How CEOs can turn conflict, dissent, and disagreement into a powerful tool for driving performance.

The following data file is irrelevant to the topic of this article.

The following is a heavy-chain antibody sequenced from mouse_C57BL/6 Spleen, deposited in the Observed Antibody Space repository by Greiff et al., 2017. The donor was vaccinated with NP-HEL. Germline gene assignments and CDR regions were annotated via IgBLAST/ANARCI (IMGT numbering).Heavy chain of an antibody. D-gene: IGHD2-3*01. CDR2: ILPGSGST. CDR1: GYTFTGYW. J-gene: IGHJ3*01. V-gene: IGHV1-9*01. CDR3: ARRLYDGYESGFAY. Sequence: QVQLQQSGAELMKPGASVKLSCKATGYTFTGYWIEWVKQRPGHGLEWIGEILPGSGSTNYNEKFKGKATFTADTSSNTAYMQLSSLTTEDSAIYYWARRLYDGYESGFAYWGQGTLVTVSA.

Chief executives most often work in a pressure-cooker atmosphere where two kinds of tension are present. The first kind is the natural tension that exists among top teams, in which talented, driven people who have to work together are also competing with one another for results, power, and stature. The other kind is performance tension: the stress caused by three pairs of important objectives that, in many companies, come into conflict on a daily basis. These are profitability versus growth, the short term versus the long term, and the success of the organization as a whole versus that of its individual parts. Over many years, we have worked with hundreds of CEOs as they confronted difficult situations, and we have observed that the most successful chief executives are the ones who get these tensions right. They have an uncanny ability to turn conflict, dissent, and disagreement into progress. Their mind-set is that having the “right fights” — embracing the right tensions and making them work for you — is the most effective way for companies and teams to move forward. As Brian Pitman, the former chief executive of Lloyds TSB, liked to put it: “You need real disagreement first to get true agreement later.”
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